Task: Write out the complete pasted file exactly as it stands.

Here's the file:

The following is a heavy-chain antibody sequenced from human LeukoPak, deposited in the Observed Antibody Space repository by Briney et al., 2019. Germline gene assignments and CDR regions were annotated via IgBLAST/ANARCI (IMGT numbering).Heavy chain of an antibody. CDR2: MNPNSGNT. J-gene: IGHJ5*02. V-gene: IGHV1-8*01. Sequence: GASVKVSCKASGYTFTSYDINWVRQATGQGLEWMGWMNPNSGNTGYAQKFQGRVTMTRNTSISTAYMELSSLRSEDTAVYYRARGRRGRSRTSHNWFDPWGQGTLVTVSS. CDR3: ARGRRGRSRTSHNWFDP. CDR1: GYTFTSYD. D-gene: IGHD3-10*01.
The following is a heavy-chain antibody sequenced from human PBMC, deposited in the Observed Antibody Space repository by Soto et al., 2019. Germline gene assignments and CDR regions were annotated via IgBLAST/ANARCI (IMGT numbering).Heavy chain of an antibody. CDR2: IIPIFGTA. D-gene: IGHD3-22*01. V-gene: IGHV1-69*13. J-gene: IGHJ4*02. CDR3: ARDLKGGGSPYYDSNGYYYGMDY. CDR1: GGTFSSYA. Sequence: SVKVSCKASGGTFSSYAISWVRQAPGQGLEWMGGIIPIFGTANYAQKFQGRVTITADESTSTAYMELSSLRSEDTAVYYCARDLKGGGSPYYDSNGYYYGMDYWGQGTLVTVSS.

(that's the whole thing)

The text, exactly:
The following is a heavy-chain antibody sequenced from human LeukoPak, deposited in the Observed Antibody Space repository by Briney et al., 2019. Germline gene assignments and CDR regions were annotated via IgBLAST/ANARCI (IMGT numbering).Heavy chain of an antibody. CDR2: MNPNSGNT. J-gene: IGHJ5*02. V-gene: IGHV1-8*01. Sequence: GASVKVSCKASGYTFTSYDINWVRQATGQGLEWMGWMNPNSGNTGYAQKFQGRVTMTRNTSISTAYMELSSLRSEDTAVYYRARGRRGRSRTSHNWFDPWGQGTLVTVSS. CDR3: ARGRRGRSRTSHNWFDP. CDR1: GYTFTSYD. D-gene: IGHD3-10*01.
The following is a heavy-chain antibody sequenced from human PBMC, deposited in the Observed Antibody Space repository by Soto et al., 2019. Germline gene assignments and CDR regions were annotated via IgBLAST/ANARCI (IMGT numbering).Heavy chain of an antibody. CDR2: IIPIFGTA. D-gene: IGHD3-22*01. V-gene: IGHV1-69*13. J-gene: IGHJ4*02. CDR3: ARDLKGGGSPYYDSNGYYYGMDY. CDR1: GGTFSSYA. Sequence: SVKVSCKASGGTFSSYAISWVRQAPGQGLEWMGGIIPIFGTANYAQKFQGRVTITADESTSTAYMELSSLRSEDTAVYYCARDLKGGGSPYYDSNGYYYGMDYWGQGTLVTVSS.